Pipeline Publishing, Volume 3, Issue 11
This Month's Issue:
The Long Arm of Telecommunications Law
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Staring Down the Compliance Conundrum

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By Joe Hogan and Marc Price

It reads like a spy novel or political thriller. A person of interest is identified. He’s accessed jihadist web sites. He’s received and made calls from a person who, in turn, has received calls from Afghanistan or Western Pakistan. He has sent a flurry of recent picture messages from a vulnerable national monument. Police move fast to corroborate these facts with other information: a questionable driver’s license from a state with lax rules, a recent pilot’s license, a money transfer from overseas.

Worldwide communications are essential for our freedom. At the same time they are one of the best means we have to identify early warning signs of impending threats. As in the example above, any single call or event may be insignificant by itself, while in total, these events present a complete profile worthy of interest.

But do operators and governments have all the tools they need to record, track, and correlate such information? The answer is yes, and as the importance of the tools grows, so does the sophistication.

Lawful interception and surveillance mandates have gone from a low-visibility back-office function to a critical need, in an environment where operators may be asked and required to compile millions of customer records in a matter of hours to turn over to authorities. The focus, budget and auditing of the operator’s lawful intercept capabilities have thus come to the forefront. Political ramifications aside, this is a very real challenge that service providers have little choice but to face. Furthermore, with the rise to prominence of many different types of data services—text messaging, video and email—this problem becomes even more complex. By way of example, while five voice sessions produce five voice call records, a single IP-based session can produce hundreds, or even thousands of records.

Authorities understand well that a complete picture of voice and data is necessary to greatly improve the odds of identifying a person of interest. Indeed, having such a complete picture narrows the list of possible suspects whereas information from voice calls or data alone would fail to narrow the pool sufficiently.

For operators, the importance of dealing with lawful interception mandates cannot be understated. However, mandates such as the Communications Assistance for Law Enforcement Act (CALEA) in the U.S., and similar mandates in Europe and elsewhere, have raised a conundrum. How do service providers rectify the tug of war that exists between providing quality and safe service to customers, while at the same time delivering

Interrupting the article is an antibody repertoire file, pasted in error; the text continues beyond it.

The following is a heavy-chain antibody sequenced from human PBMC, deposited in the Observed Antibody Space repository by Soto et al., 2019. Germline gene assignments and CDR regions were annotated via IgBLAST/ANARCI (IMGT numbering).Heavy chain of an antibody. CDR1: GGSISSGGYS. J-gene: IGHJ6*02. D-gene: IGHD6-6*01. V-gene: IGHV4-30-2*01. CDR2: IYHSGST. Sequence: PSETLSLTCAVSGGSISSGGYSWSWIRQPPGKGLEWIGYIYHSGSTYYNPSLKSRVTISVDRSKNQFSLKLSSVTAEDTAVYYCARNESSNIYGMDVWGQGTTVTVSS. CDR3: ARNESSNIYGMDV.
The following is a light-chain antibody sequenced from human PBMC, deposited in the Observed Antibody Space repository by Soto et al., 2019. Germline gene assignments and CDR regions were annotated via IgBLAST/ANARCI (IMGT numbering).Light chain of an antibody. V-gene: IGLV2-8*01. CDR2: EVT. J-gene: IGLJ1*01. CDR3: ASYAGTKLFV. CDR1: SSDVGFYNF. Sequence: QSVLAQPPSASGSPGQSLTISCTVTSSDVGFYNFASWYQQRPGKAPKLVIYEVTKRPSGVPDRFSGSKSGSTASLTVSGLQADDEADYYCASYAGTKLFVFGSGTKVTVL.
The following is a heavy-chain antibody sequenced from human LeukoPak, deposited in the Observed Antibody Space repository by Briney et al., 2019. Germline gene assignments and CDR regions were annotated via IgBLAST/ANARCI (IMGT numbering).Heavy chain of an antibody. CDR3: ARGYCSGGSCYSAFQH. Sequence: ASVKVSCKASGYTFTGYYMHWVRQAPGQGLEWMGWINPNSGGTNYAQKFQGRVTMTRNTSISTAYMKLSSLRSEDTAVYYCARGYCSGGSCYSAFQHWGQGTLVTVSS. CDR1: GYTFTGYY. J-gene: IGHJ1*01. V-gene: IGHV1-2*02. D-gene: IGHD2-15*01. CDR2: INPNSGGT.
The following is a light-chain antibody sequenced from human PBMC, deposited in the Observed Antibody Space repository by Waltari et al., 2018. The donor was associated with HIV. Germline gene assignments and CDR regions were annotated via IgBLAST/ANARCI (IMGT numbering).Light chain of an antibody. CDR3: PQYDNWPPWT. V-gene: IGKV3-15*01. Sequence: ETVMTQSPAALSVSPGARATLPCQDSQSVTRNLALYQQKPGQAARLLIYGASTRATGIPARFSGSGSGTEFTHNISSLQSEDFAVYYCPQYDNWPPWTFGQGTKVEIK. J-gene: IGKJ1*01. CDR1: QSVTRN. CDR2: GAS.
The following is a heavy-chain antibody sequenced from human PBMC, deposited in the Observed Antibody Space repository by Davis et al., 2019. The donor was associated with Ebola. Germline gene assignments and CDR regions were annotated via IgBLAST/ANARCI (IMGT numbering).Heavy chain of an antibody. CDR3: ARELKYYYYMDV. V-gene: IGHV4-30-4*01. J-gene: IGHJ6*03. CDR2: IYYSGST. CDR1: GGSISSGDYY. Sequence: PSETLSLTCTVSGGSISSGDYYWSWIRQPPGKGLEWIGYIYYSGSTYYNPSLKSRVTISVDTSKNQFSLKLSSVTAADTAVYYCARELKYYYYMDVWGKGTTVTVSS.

Lawful interception and surveillance mandates have gone from a low-visibility back-office function to a critical need.

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records across a subscriber base of 50 million in a matter of hours?

Furthermore, in addition to CALEA compliance, service providers must also comply with laws such as Sarbanes-Oxley and E911. The problem is that in many cases, a solution designed to satisfy CALEA requirements will not necessarily meet the demands of Sarbanes-Oxley, by providing a comprehensive and visible trail of all accounting functions, or E911, by identifying the location of a caller using a VoIP-based phone service. Service providers are faced with the prospect of shelling out serious cash for individual solutions that satisfy the varying compliance laws.

How did we get here?

Prior to the 1990s the global market for intercept and surveillance products was relatively small and included only the original manufacturers of telecom switching equipment and a few specialized equipment vendors. Surveillance capabilities were comprised of proprietary features leveraging physical wiretapping interfaces available within the switch, as delivered by the telecom equipment manufacturers, or available from specialty manufacturers to support law enforcement agencies. These early solutions were typically installed by the communication service providers on behalf of domestic law enforcement agencies on an as needed basis. Permanent surveillance systems integrated with sophisticated cryptographic analysis were deployed by specialized branches of the military at major international telecommunications interconnect locations (undersea cable and satellite) to support foreign intelligence gathering.


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